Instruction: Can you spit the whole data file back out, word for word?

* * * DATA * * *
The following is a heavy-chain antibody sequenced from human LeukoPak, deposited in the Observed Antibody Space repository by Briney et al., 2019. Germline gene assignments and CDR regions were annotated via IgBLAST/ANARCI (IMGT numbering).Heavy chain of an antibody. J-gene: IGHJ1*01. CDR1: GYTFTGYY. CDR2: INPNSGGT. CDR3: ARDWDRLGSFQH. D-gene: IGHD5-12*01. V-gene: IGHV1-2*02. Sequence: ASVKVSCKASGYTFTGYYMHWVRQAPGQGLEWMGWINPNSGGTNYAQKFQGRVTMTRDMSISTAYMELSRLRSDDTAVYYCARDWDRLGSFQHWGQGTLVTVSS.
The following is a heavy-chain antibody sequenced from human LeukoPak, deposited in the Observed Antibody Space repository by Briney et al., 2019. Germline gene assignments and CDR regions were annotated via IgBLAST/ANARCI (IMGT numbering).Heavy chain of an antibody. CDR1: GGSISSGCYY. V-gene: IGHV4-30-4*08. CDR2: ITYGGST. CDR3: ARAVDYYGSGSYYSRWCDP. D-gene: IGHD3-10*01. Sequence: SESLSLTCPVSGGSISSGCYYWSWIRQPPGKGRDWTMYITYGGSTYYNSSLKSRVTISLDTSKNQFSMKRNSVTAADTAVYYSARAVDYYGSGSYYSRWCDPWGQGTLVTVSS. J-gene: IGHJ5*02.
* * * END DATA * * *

The following is a heavy-chain antibody sequenced from human LeukoPak, deposited in the Observed Antibody Space repository by Briney et al., 2019. Germline gene assignments and CDR regions were annotated via IgBLAST/ANARCI (IMGT numbering).Heavy chain of an antibody. J-gene: IGHJ1*01. CDR1: GYTFTGYY. CDR2: INPNSGGT. CDR3: ARDWDRLGSFQH. D-gene: IGHD5-12*01. V-gene: IGHV1-2*02. Sequence: ASVKVSCKASGYTFTGYYMHWVRQAPGQGLEWMGWINPNSGGTNYAQKFQGRVTMTRDMSISTAYMELSRLRSDDTAVYYCARDWDRLGSFQHWGQGTLVTVSS.
The following is a heavy-chain antibody sequenced from human LeukoPak, deposited in the Observed Antibody Space repository by Briney et al., 2019. Germline gene assignments and CDR regions were annotated via IgBLAST/ANARCI (IMGT numbering).Heavy chain of an antibody. CDR1: GGSISSGCYY. V-gene: IGHV4-30-4*08. CDR2: ITYGGST. CDR3: ARAVDYYGSGSYYSRWCDP. D-gene: IGHD3-10*01. Sequence: SESLSLTCPVSGGSISSGCYYWSWIRQPPGKGRDWTMYITYGGSTYYNSSLKSRVTISLDTSKNQFSMKRNSVTAADTAVYYSARAVDYYGSGSYYSRWCDPWGQGTLVTVSS. J-gene: IGHJ5*02.